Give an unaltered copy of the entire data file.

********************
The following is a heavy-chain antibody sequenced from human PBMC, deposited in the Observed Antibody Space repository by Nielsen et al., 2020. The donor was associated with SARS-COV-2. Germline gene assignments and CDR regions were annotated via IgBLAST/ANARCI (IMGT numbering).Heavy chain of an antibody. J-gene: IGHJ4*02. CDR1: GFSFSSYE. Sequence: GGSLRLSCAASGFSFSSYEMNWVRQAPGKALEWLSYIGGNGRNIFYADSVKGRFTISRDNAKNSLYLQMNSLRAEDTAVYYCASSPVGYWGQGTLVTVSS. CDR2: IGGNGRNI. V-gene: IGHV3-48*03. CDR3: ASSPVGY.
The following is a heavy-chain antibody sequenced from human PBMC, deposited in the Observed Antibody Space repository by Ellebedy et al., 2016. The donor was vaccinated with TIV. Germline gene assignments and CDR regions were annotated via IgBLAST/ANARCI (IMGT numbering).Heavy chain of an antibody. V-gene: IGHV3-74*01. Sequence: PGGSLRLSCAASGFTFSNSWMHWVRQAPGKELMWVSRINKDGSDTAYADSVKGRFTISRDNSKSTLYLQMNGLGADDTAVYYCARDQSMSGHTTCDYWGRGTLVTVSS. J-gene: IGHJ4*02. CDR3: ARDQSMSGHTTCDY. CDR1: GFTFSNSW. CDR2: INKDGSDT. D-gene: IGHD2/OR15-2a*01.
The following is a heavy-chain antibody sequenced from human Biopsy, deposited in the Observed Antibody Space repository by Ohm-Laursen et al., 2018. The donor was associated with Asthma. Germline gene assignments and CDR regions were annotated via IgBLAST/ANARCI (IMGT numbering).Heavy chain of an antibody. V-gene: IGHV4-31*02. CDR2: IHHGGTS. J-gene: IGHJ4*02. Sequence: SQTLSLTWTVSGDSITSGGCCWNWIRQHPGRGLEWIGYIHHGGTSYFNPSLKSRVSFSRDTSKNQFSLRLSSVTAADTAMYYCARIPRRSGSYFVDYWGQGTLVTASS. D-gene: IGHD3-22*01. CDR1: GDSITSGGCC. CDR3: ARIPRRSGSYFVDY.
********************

The following is a heavy-chain antibody sequenced from human PBMC, deposited in the Observed Antibody Space repository by Nielsen et al., 2020. The donor was associated with SARS-COV-2. Germline gene assignments and CDR regions were annotated via IgBLAST/ANARCI (IMGT numbering).Heavy chain of an antibody. J-gene: IGHJ4*02. CDR1: GFSFSSYE. Sequence: GGSLRLSCAASGFSFSSYEMNWVRQAPGKALEWLSYIGGNGRNIFYADSVKGRFTISRDNAKNSLYLQMNSLRAEDTAVYYCASSPVGYWGQGTLVTVSS. CDR2: IGGNGRNI. V-gene: IGHV3-48*03. CDR3: ASSPVGY.
The following is a heavy-chain antibody sequenced from human PBMC, deposited in the Observed Antibody Space repository by Ellebedy et al., 2016. The donor was vaccinated with TIV. Germline gene assignments and CDR regions were annotated via IgBLAST/ANARCI (IMGT numbering).Heavy chain of an antibody. V-gene: IGHV3-74*01. Sequence: PGGSLRLSCAASGFTFSNSWMHWVRQAPGKELMWVSRINKDGSDTAYADSVKGRFTISRDNSKSTLYLQMNGLGADDTAVYYCARDQSMSGHTTCDYWGRGTLVTVSS. J-gene: IGHJ4*02. CDR3: ARDQSMSGHTTCDY. CDR1: GFTFSNSW. CDR2: INKDGSDT. D-gene: IGHD2/OR15-2a*01.
The following is a heavy-chain antibody sequenced from human Biopsy, deposited in the Observed Antibody Space repository by Ohm-Laursen et al., 2018. The donor was associated with Asthma. Germline gene assignments and CDR regions were annotated via IgBLAST/ANARCI (IMGT numbering).Heavy chain of an antibody. V-gene: IGHV4-31*02. CDR2: IHHGGTS. J-gene: IGHJ4*02. Sequence: SQTLSLTWTVSGDSITSGGCCWNWIRQHPGRGLEWIGYIHHGGTSYFNPSLKSRVSFSRDTSKNQFSLRLSSVTAADTAMYYCARIPRRSGSYFVDYWGQGTLVTASS. D-gene: IGHD3-22*01. CDR1: GDSITSGGCC. CDR3: ARIPRRSGSYFVDY.